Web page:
Earned and owned media no longer work in a vacuum. Sure, we’re PR pros who can get product placement in the right media and demonstrate our social media mastery to spark attention about our message. But, in reality, our network can only extend so far. Although Facebook is a great way to tap into your extended network, there are some tricks you can use to optimize your reach.
There’s a trend of PR agencies assisting in their clients’ media buying, which makes sense. You can get more oomph out of your hit when you advertise it to the publication’s readers on Facebook.
Additionally, you get more love from the publication’s readership when you serve up special offers when they sign up on Facebook. The media write-up might have been the first time that readers had heard of your brand, but it’s your job to make sure it isn’t the last.
Your Facebook ads should have purpose. Give users a reason to click the ad, immediately "like" your page and surrender their email address. Ask them to comment on a particular post. The more friends they bring in right after arriving to your page through an ad, the lower cost-per-acquisition (which should always be below $0.75).
Facebook has its own rules when it comes to advertising. The social network treats ads like it treats every other piece of content on its site: The more people interact with it, the more people it reaches. Here are five tips to optimize your Facebook ad campaign:
> Your ads do not work in isolation.
Facebook scores all ads in a single campaign against each other. If one ad is approved before the others and receives clicks, it is given favoritism by Facebook above the others. Make sure your ads go live concurrently and pause underperforming ads immediately when they begin to show weakness (typically ads below .06% CTR are considered weak).
> Facebook wants to show users good content. Even ads.
The concept behind Facebook’s EdgeRank, the algorithm that determines what content appears in users’ newsfeeds, spills over into Facebook ads. When you have compelling imagery and copy in your ad, and people are clicking on it, Facebook will show it to more people and your cost will actually drop.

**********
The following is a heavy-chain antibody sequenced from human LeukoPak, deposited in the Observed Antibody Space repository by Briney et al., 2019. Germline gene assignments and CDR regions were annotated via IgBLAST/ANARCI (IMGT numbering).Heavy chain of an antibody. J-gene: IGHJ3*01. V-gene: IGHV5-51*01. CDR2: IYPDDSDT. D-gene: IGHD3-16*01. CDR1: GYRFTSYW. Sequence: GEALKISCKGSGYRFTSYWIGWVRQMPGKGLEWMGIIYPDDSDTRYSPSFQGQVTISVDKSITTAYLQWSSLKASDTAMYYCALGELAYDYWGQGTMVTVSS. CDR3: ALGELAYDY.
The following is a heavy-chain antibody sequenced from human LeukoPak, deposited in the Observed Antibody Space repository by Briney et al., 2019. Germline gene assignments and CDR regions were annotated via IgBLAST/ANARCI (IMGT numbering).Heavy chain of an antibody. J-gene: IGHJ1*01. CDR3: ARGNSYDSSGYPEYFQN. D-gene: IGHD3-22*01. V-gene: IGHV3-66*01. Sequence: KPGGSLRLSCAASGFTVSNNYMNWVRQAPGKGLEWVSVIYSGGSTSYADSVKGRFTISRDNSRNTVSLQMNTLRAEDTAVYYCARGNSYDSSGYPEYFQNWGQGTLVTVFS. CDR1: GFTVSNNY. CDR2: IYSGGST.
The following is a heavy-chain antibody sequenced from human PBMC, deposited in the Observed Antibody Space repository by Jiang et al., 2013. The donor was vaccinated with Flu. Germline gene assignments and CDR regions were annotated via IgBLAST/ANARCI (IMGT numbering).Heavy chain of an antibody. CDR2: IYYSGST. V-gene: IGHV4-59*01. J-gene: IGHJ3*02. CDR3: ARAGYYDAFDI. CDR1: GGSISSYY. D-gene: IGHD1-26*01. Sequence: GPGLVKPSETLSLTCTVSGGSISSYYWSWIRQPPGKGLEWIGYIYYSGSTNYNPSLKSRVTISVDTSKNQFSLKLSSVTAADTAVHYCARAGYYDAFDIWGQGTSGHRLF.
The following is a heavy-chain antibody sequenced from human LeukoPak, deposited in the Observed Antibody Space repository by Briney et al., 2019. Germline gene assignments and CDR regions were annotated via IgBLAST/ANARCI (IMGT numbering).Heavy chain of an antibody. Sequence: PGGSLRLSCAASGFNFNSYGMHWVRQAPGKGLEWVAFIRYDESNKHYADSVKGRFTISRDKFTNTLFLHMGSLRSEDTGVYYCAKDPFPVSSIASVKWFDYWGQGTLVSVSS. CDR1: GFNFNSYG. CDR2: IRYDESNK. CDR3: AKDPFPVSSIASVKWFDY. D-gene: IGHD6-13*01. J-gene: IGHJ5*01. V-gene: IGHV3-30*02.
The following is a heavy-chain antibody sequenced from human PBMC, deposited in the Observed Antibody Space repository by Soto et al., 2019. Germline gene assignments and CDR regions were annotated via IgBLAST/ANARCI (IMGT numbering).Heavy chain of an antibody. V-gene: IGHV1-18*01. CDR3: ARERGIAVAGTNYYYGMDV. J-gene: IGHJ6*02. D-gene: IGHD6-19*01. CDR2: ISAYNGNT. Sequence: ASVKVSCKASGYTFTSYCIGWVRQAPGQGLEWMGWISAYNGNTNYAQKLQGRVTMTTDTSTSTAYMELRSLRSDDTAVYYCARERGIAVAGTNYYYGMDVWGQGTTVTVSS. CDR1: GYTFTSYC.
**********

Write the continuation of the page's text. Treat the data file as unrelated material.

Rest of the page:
> Target the page posts you promote.
Limit paid impressions through post targeting and speak directly to that audience in order to maximize post engagement. If you promote a post and it is not receiving engagement, it will cost you more. If you increase the amount of impressions through paid support, the post engagement should also increase.
> Test your landing page.
When you run a promoted post that includes a link, make sure that link is optimized for mobile viewing. Seventy-eight percent of US Facebook users are mobile, and promoted page posts are appearing on those users’ feed. When you run a Promoted Post to draw attention to your Facebook application, make sure the ad is visible on desktop only (through Facebook’s Power Editor), or contact your developer for a mobile-optimized Smart URL.
> If your 30-day budget exceeds $1,500, Facebook will give you an advertising rep.
If you spend $50/day for 30 days you qualify for Facebook’s Success program. This will give you a weekly call with a Facebook rep to help optimize your ads. Some restrictions apply, but you can check out Facebook Marketing Solutions to see if it’s a good fit for your business.
Try it for yourself. Just like your Facebook content, give purpose to your advertising. Keep a close eye on the cost-per-fan and the overall page engagement. If you’re garnering more fans, but engagement isn’t increasing, you’re not doing it right. Think about the types of audiences that will be more responsive to your content, or reshape your content to get a better response from people who have already shown an interest in your brand.